Written by Ashley G. White, JD, CPA

The SECURE Act (the “Act”) became law effective January 1, 2020, and made significant changes to the rules regarding required minimum distributions (RMDs) and inherited IRAs and retirement plans.  Specifically, the Act largely eliminated the “stretch” IRA by requiring, subject to a few specific exceptions, that all benefits must be paid out of the plan by December 31 of the tenth calendar year following the death of the plan participant (the “10 Year Rule”).

Under the Act, the only five categories of “Eligible Designated Beneficiaries” that remain eligible to stretch out distributions over their lifetimes are (1) a surviving spouse; (2) a minor child; (3) a disabled beneficiary; (4) a chronically ill beneficiary; or (5) an individual not more than ten years younger than the deceased plan participant.  Notably missing from this list are the adult children of a deceased plan participant, which make up a large portion of those inheriting retirement plans. Those beneficiaries that do not fall into these five categories are considered “Non-Eligible Designated Beneficiaries,” and they must adhere to the 10 Year Rule.

The regulations are proposed to be effective beginning with 2022 RMDs and are extensive, covering more than 275 pages. The most noteworthy item comes from guidance regarding RMDs following the death of a plan participant who dies after reaching age 72. Specifically, the proposed regulations state that a beneficiary who inherits an IRA or retirement plan from a plan participant who dies after reaching age 72 will be required to take distributions beginning on the first calendar year following the year of the decedent’s death, each year until the 10th year following the calendar year of the decedent’s death. At this point, all of the remaining funds must be distributed outright to the beneficiary. This provision came as a surprise to many practitioners and commentors who were under the impression that beneficiaries that were subject to the 10 Year Rule would not be required to take ANY distributions until December 31 of the tenth year following the decedent’s death, no matter how old the plan participant was at the age of death.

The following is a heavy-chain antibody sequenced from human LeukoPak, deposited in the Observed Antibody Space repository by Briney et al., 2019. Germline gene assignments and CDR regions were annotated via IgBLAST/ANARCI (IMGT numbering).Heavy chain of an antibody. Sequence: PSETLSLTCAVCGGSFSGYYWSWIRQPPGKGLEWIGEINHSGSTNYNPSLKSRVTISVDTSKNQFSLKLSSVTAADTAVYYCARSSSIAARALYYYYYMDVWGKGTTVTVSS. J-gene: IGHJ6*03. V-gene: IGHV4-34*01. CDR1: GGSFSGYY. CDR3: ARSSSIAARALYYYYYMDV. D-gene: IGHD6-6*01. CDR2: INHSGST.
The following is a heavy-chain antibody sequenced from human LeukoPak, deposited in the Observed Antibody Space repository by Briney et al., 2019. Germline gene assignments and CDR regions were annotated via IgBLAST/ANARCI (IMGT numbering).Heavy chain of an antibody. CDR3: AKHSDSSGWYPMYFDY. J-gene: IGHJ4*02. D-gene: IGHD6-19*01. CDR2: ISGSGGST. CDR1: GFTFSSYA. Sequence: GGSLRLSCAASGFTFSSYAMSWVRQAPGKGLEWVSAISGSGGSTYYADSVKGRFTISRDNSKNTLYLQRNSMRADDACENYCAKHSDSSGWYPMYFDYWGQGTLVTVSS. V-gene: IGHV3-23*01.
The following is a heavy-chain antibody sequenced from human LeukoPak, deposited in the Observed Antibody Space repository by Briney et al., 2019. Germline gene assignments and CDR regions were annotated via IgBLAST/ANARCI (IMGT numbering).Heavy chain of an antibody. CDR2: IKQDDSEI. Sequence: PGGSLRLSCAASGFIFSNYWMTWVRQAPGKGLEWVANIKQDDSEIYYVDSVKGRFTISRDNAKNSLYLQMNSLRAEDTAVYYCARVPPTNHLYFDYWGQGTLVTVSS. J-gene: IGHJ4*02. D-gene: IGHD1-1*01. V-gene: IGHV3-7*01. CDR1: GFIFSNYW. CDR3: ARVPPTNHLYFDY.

By contrast, when the IRA owner or retirement plan participant dies before reaching the age of 72, no annual RMDs are required under the 10 Year Rule. In that case, only the 10 Year Rule payment must be satisfied. In fact, the non-eligible designated beneficiary can take as little or as much as he or she wants during years one through nine, as long as the entire account balance is distributed by the end of the 10-year term.

Just as with the failure to take an RMD while alive, failure to take the required RMD by a beneficiary who is required to take it under the regulations has severe consequences:  specifically, a 50 percent excess accumulation penalty. The same 50 percent penalty applies to failure to withdraw the remaining amount by December 31 of the 10th year, and it will continue to be imposed in each year beyond year 10 that the funds remain in the account.  Note that this is in addition to the ordinary income tax rates imposed when the funds are withdrawn.

Another notable piece of clarification coming from the proposed regulations is regarding the definition of a minor child in order to qualify as an Eligible Designated Beneficiary.  Under the initial regulations, majority was defined based on the law of each state or as late as age 26 if the child was a student. Under the proposed regulations, children are considered to reach the age of majority upon their twenty-first birthday, irrespective of the law of the state in which the children reside or their status as students. The 10 Year Rule comes into play upon reaching age 21, thus making it required to fully withdraw all the funds by age 31.

The proposed regulations also go into great detail in clarifying when a trust beneficiary is treated as a direct beneficiary of the plan participant for purposes of qualifying as an eligible designated beneficiary in order to secure the stretch treatment. In a very taxpayer-favorable move, the proposed regulations allow for amendments, modifications and reformations of trust documents to be made no later than September 30 of the calendar year following the year of the plan participant’s death. However, from a legal perspective, the trustee would need to be given the power to make such adjustments under the trust agreement and/or state law. The additional regulations regarding trusts designated as IRA or plan beneficiaries are beyond the scope of this article, but please contact your trusted BMSS advisor with any specific questions that you may have regarding trusts or the application of these rules generally for any other beneficiaries at (833) CPA-BMSS.

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